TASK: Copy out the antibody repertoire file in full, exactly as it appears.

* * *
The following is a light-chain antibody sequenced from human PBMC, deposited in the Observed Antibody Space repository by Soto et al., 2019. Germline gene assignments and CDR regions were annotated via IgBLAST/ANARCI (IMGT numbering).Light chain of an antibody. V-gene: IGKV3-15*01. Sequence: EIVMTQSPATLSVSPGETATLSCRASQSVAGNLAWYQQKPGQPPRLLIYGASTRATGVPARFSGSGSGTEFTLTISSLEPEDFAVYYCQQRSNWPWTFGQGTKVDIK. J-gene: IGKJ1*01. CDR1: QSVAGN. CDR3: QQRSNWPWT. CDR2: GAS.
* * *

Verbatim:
The following is a light-chain antibody sequenced from human PBMC, deposited in the Observed Antibody Space repository by Soto et al., 2019. Germline gene assignments and CDR regions were annotated via IgBLAST/ANARCI (IMGT numbering).Light chain of an antibody. V-gene: IGKV3-15*01. Sequence: EIVMTQSPATLSVSPGETATLSCRASQSVAGNLAWYQQKPGQPPRLLIYGASTRATGVPARFSGSGSGTEFTLTISSLEPEDFAVYYCQQRSNWPWTFGQGTKVDIK. J-gene: IGKJ1*01. CDR1: QSVAGN. CDR3: QQRSNWPWT. CDR2: GAS.